Study: Gene Therapy Can Break Down SCI Scar Tissue

Researchers in London and Amsterdam say a new gene therapy -- one that can be activated and de-activated -- successfully restored “hand” function in rats with spinal cord injuries.

Researchers at King’s College London and the Netherlands Institute for Neuroscience targeted the scar tissue that forms after a traumatic spinal injury. That scar tissue “prevents new connections being made between nerve cells,” researchers said in a June 14 news announcement.

The gene therapy being studied “causes cells to produce an enzyme called chondroitinase, which can break down the scar tissue and allow networks of nerve cells to regenerate.”

Professor Elizabeth Bradbury, Institute of Psychiatry, Psychology & Neuroscience (IoPPN), said of the study, “What is exciting about our approach is that we can precisely control how long the therapy is delivered by using a gene ‘switch’. This means we can hone in on the optimal amount of time needed for recovery. Gene therapy provides a way of treating large areas of the spinal cord with only one injection, and with the switch we can now turn the gene off when it is no longer needed.”

Dr. Emily Burnside, another IoPPN researchers, noted that rats and humans perform similar series of movements when reaching for and grabbing objects, a fact that makes rats valuable to such studies. “We found that when the gene therapy was switched on for two months, the rats were able to accurately reach and grasp sugar pellets,” Burnside said. “We also found a dramatic increase in activity in the spinal cord of the rats, suggesting that new connections had been made in the networks of nerve cells.”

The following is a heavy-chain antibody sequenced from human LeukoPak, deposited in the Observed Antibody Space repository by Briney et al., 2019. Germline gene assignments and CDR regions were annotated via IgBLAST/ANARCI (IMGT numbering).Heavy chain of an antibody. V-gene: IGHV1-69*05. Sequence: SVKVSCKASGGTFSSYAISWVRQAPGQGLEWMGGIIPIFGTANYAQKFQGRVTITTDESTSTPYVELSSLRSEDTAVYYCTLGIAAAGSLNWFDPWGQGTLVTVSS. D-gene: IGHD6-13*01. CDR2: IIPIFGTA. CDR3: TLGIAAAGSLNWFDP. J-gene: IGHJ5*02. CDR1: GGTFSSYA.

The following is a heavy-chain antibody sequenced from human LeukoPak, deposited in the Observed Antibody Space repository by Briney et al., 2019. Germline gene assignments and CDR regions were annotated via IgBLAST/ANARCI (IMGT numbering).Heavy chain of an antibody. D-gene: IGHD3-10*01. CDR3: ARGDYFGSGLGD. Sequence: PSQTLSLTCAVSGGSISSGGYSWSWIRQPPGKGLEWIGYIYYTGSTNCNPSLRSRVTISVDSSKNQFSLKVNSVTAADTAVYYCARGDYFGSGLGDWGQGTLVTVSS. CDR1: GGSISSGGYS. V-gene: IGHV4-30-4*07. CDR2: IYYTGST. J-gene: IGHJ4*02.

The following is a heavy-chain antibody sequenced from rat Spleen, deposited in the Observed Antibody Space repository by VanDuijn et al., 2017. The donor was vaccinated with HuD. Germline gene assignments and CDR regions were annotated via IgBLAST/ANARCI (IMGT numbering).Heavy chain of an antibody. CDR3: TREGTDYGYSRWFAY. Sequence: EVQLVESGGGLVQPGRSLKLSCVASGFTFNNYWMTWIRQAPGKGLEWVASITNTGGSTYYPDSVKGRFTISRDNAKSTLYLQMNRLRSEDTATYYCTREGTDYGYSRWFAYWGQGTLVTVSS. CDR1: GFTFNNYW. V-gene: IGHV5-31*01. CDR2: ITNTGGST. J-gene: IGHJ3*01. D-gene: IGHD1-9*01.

Researchers discovered that the rats’ immune systems were able to locate and remove the “gene switch” used to start and stop the gene therapy. One of the researchers’ additional tasks was to overcome that obstacle, which they accomplished by adding “a ‘stealth gene,’ which hides the gene switch from the immune system.”

Because researchers found that a small amount of the gene therapy remained active even after the gene was “switched off,” they’re now working on creating a way to completely stop the gene therapy when it’s no longer needed. Once that issue is addressed, researchers plan to go ahead with trials using larger species of subjects.

The study has been published in the journal Brain.

About the Author

Laurie Watanabe is the editor of Mobility Management. She can be reached at

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